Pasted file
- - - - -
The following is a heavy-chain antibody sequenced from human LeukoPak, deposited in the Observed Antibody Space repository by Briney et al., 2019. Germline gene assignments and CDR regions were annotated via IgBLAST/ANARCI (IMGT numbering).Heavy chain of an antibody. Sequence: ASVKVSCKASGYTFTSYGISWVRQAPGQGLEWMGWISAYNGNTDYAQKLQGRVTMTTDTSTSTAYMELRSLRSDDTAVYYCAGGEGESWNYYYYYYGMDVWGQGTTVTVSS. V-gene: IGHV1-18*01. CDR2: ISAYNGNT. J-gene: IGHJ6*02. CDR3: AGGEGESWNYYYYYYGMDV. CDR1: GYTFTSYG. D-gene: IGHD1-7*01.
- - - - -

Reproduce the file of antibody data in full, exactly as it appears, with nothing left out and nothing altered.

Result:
The following is a heavy-chain antibody sequenced from human LeukoPak, deposited in the Observed Antibody Space repository by Briney et al., 2019. Germline gene assignments and CDR regions were annotated via IgBLAST/ANARCI (IMGT numbering).Heavy chain of an antibody. Sequence: ASVKVSCKASGYTFTSYGISWVRQAPGQGLEWMGWISAYNGNTDYAQKLQGRVTMTTDTSTSTAYMELRSLRSDDTAVYYCAGGEGESWNYYYYYYGMDVWGQGTTVTVSS. V-gene: IGHV1-18*01. CDR2: ISAYNGNT. J-gene: IGHJ6*02. CDR3: AGGEGESWNYYYYYYGMDV. CDR1: GYTFTSYG. D-gene: IGHD1-7*01.